June 4, 2011

New Phone App Diagnoses Concussions

Your smartphone may be the tool to help determine if someone has a concussion after an injury.

The new app could help bridge the communication gap that so often exists between team doctors and the team athletic trainers, who are usually the first on the scene when players suffer concussion-like symptoms.

Concussion expert Jason Mihalik of the University of North Carolina's brain injury research center and head-trauma researchers Justin Smith of Psychological Assessment Resources Inc. and the Children's National Medical Center joined together to develop an application for mobile devices that helps to determine whether someone may be suffering from a concussion.

Justin Smith says that this is the first observer-based concussion app. It works by allowing users to answer a series of questions, in which the app determines the likelihood of a concussion; and then is able to email the information to a doctor. At the National Sports Concussion Cooperative's seminar Thursday, Jason Mihalik says that the app's question flow comes from materials provided by the Centers for Disease Control.

Bill Griffin of the National Athletic Trainers' Association (NATA) says, "The documentation (of immediate symptoms) is very important, from, 'How did they get hurt?' to the mechanism of injury through those initial signs and symptoms, to 'How did they progress over time?'"

Griffin adds, "It's not only what happens at the time of the injury, but how things change."

NATA is a cooperative consisting of coaches, doctors, equipment manufacturers and parents. The group was formed in March to study concussions and brain trauma injuries in order to try to make sports safer, reports the AP.

"We're trying to do more. We think there is an opportunity to do more," says Art Chou, Rawlings' vice president of research and development.

"The caution that we have as manufacturers is, are we ready to draw definitive conclusions? ... There's a balance there, and I think it's up to the research community to determine whether it is ready for prime time or not, because the issue is going to be one of public perception.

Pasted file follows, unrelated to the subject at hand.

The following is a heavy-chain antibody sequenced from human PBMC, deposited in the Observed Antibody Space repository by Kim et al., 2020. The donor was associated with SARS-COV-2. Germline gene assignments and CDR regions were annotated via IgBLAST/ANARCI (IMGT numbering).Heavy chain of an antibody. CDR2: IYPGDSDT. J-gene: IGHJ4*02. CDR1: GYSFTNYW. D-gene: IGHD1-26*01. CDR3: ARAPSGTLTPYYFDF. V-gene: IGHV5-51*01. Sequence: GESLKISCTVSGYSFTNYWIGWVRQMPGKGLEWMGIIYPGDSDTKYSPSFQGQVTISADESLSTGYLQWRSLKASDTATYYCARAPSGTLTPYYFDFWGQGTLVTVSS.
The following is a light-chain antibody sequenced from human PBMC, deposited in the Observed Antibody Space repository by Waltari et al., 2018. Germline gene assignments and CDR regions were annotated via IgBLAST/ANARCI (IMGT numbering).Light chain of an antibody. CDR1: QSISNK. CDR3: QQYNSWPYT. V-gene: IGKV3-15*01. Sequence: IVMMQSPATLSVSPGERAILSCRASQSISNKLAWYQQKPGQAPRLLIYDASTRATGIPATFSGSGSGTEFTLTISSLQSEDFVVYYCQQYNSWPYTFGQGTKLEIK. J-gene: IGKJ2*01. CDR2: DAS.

"The issue is, have we confused the public? ... I would like to see more consensuses from the research community that supports that, because we need more data. We need to move the needle. ... The last thing we need, I think now, as a whole football community, is going back and forth and confusing the issue any more."

Executive director of the National Operating Committee on Standards for Athletic Equipment Mike Oliver expresses his organization's longstanding goal to come up with a safety standard for youth helmets.

He says that it is dangerous to rush into any conclusions without completing any scientific research.

"You want to have an answer. You want to have a solution to the problem," Oliver says.

"You want to be able to say ... 'We do have a solution to the problem and you can have a level of confidence (that) you will have a level of protection. ... But we can't do that until we have the science behind it."

And that is where the new app comes into play, allowing more data to be collected for research.


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